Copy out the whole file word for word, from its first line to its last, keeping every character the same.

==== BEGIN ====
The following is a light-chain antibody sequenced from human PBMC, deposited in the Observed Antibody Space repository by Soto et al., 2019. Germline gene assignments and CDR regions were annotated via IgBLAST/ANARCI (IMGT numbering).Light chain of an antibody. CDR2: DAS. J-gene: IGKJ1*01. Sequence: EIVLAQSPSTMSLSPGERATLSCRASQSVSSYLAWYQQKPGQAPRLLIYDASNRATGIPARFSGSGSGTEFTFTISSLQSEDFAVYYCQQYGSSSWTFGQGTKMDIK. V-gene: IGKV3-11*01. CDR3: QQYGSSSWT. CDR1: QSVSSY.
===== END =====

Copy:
The following is a light-chain antibody sequenced from human PBMC, deposited in the Observed Antibody Space repository by Soto et al., 2019. Germline gene assignments and CDR regions were annotated via IgBLAST/ANARCI (IMGT numbering).Light chain of an antibody. CDR2: DAS. J-gene: IGKJ1*01. Sequence: EIVLAQSPSTMSLSPGERATLSCRASQSVSSYLAWYQQKPGQAPRLLIYDASNRATGIPARFSGSGSGTEFTFTISSLQSEDFAVYYCQQYGSSSWTFGQGTKMDIK. V-gene: IGKV3-11*01. CDR3: QQYGSSSWT. CDR1: QSVSSY.